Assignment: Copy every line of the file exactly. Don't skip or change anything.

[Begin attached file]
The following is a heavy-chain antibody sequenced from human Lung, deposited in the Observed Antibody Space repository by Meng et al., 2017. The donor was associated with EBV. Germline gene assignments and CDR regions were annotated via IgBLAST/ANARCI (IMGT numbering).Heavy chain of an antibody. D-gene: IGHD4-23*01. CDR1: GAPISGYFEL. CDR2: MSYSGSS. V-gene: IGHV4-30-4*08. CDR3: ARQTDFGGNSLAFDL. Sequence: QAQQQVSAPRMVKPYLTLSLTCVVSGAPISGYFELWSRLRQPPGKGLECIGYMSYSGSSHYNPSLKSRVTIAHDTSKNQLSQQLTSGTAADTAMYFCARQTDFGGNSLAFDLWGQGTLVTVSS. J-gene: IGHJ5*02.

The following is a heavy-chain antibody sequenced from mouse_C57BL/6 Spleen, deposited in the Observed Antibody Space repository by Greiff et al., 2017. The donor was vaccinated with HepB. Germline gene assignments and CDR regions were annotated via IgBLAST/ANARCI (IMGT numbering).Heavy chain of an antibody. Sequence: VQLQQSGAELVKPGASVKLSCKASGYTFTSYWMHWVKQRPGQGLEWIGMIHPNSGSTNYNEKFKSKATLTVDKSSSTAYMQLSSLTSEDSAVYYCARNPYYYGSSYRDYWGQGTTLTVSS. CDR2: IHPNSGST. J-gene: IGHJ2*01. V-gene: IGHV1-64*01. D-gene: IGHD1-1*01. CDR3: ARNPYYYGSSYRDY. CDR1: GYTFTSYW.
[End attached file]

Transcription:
The following is a heavy-chain antibody sequenced from human Lung, deposited in the Observed Antibody Space repository by Meng et al., 2017. The donor was associated with EBV. Germline gene assignments and CDR regions were annotated via IgBLAST/ANARCI (IMGT numbering).Heavy chain of an antibody. D-gene: IGHD4-23*01. CDR1: GAPISGYFEL. CDR2: MSYSGSS. V-gene: IGHV4-30-4*08. CDR3: ARQTDFGGNSLAFDL. Sequence: QAQQQVSAPRMVKPYLTLSLTCVVSGAPISGYFELWSRLRQPPGKGLECIGYMSYSGSSHYNPSLKSRVTIAHDTSKNQLSQQLTSGTAADTAMYFCARQTDFGGNSLAFDLWGQGTLVTVSS. J-gene: IGHJ5*02.

The following is a heavy-chain antibody sequenced from mouse_C57BL/6 Spleen, deposited in the Observed Antibody Space repository by Greiff et al., 2017. The donor was vaccinated with HepB. Germline gene assignments and CDR regions were annotated via IgBLAST/ANARCI (IMGT numbering).Heavy chain of an antibody. Sequence: VQLQQSGAELVKPGASVKLSCKASGYTFTSYWMHWVKQRPGQGLEWIGMIHPNSGSTNYNEKFKSKATLTVDKSSSTAYMQLSSLTSEDSAVYYCARNPYYYGSSYRDYWGQGTTLTVSS. CDR2: IHPNSGST. J-gene: IGHJ2*01. V-gene: IGHV1-64*01. D-gene: IGHD1-1*01. CDR3: ARNPYYYGSSYRDY. CDR1: GYTFTSYW.